Child Abuse Watchdog Blocks Record Number Of Websites

By Meka Beresford, Freelance News Editor 24 Apr 2019
Young People

The number of websites showing child abuse that have been identified and blocked has risen by more than a third, reaching record numbers, since last year.

The Internet Watch Foundation said that an improvement in blacklisting technology enabled them to ban over 100,000 webpages containing 345,961 images showing child sexual abuse in the last year.

The charity has built a filter for internet providers which detects and blocks images of abuse and records the digital fingerprint of the image.

The fingerprint is then shared with large tech companies such as Google to make sure the images are not re-uploaded.

A Long Way To Go 

computer data internet code

Credit: PXHere

It’s clear that this problem is far from being solved.

Susie Hargreaves, IWF chief executive

When the Internet Watch Foundation (IWF) was set up in 1996, 18 per cent of all child abuse images were being hosted in the UK. In 2018, that number dropped to 0.04 per cent.

Despite the drastic reduction in the number of abuse images coming from the UK, IWF chief executive Susie Hargreaves says there is still a long way to go until online abuse images are eradicated.

“Despite us removing more and more images than ever before, and despite creating and using some of the world’s leading technology, it’s clear that this problem is far from being solved,” Hargreaves said in a statement.

Although the number of blacklisted images has risen, the number of abuse images is also rising. The National Crime Agency received more than 82,000 referrals of child sex abuse images in 2017 – up 700 per cent from 2012.

Many of the images are being hosted in international countries, meaning it is more difficult to tackle.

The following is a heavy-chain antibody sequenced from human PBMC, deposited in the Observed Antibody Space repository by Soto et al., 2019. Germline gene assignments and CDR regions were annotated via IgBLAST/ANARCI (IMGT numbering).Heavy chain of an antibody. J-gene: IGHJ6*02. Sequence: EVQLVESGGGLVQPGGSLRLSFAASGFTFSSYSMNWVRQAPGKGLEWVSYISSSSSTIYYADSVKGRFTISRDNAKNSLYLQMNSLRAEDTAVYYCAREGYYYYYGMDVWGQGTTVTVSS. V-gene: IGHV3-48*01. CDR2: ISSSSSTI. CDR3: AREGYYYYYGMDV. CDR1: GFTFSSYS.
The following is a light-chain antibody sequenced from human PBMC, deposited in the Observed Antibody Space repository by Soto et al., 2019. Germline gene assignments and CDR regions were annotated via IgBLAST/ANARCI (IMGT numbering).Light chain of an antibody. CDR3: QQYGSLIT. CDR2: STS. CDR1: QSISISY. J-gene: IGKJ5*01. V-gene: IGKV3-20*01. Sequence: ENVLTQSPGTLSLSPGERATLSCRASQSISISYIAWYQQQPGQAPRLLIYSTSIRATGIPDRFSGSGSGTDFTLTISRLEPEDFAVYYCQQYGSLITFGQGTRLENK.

The Netherlands is responsible for hosting 47 per cent of abuse imagery that was blocked in 2018. The US, Russia, and Slovenia each hosted 10 per cent of IWF blocked images.

Demand And Supply

a person looking at a computer online abuse

Credit: Unsplash

With this continued demand for images of child rape, it’s a constant battle.

Susie Hargreaves, IWF chief executive

Hargreaves explained that until the demand for abuse imagery is wiped out, there will always be a problem.

“The cause of the problem is the demand. Unfortunately, and as the police tell us often, there are 100,000 people sitting in the UK right now demanding images of the abuse of children. With this continued demand for images of child rape, it’s a constant battle,” she said.

What Steps Are Being Taken?

Earlier this month, the government announced plans to fund an independent watchdog who will have the power to fine large companies such as Facebook, Instagram, Twitter, Google and others for hosting images of child abuse, self-harm, terrorism, and other harmful images.

The crackdown will also request “transparency” reports from tech companies outlining numbers on harmful content, and what the company has done to prevent it.

However, the plans have been delayed in the past and some critics believe it could take years to apply the strict regulations.

Main image credit: finelightart/Pixabay